You’ll also develop a deeper appreciation of food; if you’ve ever eaten after a period of true hunger, you’ll know what eating is supposed to feel like. Each bite tastes more delicious than the last, and you’ll experience a sensation of deep contentment and pleasure. It’s absolutely worth the hunger you endured to get there.
6. Establishes routine
Unless you’re following a random fast type of diet, having strict eating times followed by periods of fasting can help your body develop a solid routine. You’ll be able to recognize your own hunger cycles, you’ll sleep more regularly and soundly, and you’ll start scheduling appointments during convenient hours. It can be difficult to establish this routine at first, especially if you have a family or an inflexible work schedule, but once you’ve developed a consistent plan, you’ll soon start to see all the ways a set routine can benefit your life and your health.
7. Stimulates brain function
A study discussed at a meeting of the Society for Neuroscience in 2015 revealed that intermittent fasting offers “enormous implications for brain health.” According to the study, which was undertaken on both humans and animals, fasting stimulates the brain in a number of different ways: promotes the growth of neurons, aids in recovery following a stroke or other brain injury and enhances memory performance. Not only does intermittent fasting help decrease a practitioner’s risk of developing neurodegenerative diseases like Parkinson’s or Alzheimer’s, evidence shows it may actually even improve both cognitive function and quality of life for people living with those conditions.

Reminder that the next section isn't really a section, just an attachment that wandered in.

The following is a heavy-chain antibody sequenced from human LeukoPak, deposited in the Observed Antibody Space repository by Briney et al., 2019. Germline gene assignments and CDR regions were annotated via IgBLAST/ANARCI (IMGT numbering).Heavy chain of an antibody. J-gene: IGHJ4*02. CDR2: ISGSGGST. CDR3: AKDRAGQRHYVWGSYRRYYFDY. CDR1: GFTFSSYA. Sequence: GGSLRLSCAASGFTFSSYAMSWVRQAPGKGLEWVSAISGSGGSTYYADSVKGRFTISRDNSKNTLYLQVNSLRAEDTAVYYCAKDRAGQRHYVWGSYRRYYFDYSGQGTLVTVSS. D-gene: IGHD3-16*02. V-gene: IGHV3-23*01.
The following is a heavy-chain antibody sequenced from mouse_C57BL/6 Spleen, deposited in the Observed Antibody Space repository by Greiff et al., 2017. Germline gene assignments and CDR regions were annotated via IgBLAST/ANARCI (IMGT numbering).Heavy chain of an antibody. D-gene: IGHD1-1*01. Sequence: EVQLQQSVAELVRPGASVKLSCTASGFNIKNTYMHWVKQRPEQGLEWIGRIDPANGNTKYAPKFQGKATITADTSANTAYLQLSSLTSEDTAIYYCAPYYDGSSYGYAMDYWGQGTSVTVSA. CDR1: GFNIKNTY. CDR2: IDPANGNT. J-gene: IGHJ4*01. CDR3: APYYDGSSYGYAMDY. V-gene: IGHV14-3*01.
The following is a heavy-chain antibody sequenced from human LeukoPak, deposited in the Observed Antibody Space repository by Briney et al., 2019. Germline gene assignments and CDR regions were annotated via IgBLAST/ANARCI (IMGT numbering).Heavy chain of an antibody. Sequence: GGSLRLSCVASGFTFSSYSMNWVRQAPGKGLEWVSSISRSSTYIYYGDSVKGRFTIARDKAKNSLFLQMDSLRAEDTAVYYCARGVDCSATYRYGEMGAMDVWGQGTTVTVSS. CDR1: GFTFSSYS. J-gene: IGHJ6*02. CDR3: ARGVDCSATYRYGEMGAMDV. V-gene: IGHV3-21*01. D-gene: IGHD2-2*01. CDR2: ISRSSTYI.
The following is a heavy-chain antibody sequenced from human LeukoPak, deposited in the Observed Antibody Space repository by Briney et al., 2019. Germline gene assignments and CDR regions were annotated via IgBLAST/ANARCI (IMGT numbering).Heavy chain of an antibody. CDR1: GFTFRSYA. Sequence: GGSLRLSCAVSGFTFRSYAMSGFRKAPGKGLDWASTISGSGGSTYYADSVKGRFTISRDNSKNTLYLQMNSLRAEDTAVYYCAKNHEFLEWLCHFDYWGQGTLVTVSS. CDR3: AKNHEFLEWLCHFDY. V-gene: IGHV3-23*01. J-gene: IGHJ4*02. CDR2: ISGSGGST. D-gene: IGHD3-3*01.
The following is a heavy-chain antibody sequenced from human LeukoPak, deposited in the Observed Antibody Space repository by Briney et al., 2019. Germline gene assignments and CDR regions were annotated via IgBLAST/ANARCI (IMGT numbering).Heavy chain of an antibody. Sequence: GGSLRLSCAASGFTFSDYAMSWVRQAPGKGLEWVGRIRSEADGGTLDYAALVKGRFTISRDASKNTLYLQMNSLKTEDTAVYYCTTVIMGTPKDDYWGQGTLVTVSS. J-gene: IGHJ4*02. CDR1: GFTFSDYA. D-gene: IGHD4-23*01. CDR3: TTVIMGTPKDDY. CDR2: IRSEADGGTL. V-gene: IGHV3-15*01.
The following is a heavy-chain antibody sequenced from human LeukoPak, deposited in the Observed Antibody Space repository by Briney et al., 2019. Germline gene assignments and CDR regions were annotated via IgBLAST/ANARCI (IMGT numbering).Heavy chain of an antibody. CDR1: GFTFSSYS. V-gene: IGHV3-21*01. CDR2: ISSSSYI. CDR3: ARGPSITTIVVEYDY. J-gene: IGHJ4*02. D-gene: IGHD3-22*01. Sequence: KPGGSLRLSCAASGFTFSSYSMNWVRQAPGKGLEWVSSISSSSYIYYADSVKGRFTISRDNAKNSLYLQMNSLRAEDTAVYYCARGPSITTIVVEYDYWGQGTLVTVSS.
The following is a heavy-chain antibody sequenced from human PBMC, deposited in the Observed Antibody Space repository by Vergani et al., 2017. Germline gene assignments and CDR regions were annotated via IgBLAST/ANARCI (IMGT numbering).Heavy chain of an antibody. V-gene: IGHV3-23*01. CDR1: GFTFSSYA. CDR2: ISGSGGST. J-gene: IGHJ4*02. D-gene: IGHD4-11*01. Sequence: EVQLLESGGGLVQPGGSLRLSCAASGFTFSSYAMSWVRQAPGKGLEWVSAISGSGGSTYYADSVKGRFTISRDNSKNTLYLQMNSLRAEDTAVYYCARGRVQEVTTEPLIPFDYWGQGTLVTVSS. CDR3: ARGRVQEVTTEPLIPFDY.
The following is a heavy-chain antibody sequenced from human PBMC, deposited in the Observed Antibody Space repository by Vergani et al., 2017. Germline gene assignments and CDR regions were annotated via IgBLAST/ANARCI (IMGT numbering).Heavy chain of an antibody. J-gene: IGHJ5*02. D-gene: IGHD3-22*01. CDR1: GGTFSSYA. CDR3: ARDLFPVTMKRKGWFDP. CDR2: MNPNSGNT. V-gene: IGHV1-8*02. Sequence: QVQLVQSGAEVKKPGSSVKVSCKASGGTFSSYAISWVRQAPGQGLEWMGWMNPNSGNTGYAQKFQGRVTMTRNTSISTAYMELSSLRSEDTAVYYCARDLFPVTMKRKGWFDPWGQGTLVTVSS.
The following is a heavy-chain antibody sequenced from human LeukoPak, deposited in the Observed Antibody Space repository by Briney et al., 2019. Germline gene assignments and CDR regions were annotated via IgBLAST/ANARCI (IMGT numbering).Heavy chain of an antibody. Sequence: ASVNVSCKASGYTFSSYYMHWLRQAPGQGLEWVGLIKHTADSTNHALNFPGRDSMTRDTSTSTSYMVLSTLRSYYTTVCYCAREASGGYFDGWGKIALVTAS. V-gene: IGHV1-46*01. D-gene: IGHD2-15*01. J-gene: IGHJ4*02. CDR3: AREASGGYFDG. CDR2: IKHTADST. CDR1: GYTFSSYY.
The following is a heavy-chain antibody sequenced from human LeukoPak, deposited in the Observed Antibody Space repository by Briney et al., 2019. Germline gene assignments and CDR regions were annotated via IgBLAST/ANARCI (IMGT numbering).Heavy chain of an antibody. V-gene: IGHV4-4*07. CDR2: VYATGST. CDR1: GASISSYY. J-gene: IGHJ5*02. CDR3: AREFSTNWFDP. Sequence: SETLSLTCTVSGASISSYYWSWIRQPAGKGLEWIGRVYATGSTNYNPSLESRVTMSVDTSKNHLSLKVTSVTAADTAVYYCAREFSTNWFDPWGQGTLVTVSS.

8. Boosts immune system
According to scientists at the University of Southern California, fasting has the power to “regenerate the entire immune system” by boosting the body’s production of new white blood cells, which is how your body fights off infection. Fasting in cycles, like practitioners of intermittent fasting will do on a daily or weekly basis, enables your body to purge the damaged, old, or inefficient parts of the immune system, and replace them with newly generated immune system cells.
Studies showed that a 72-hour fast was even enough to help protect cancer patients from the harmful and toxic effects of chemotherapy treatments—which generally causes significant damage to the patient’s immune system. Further clinical trials are needed, but many researchers are confident that intermittent fasting could be incredibly helpful for immunocompromised individuals and the elderly.
9. Rejuvenates skin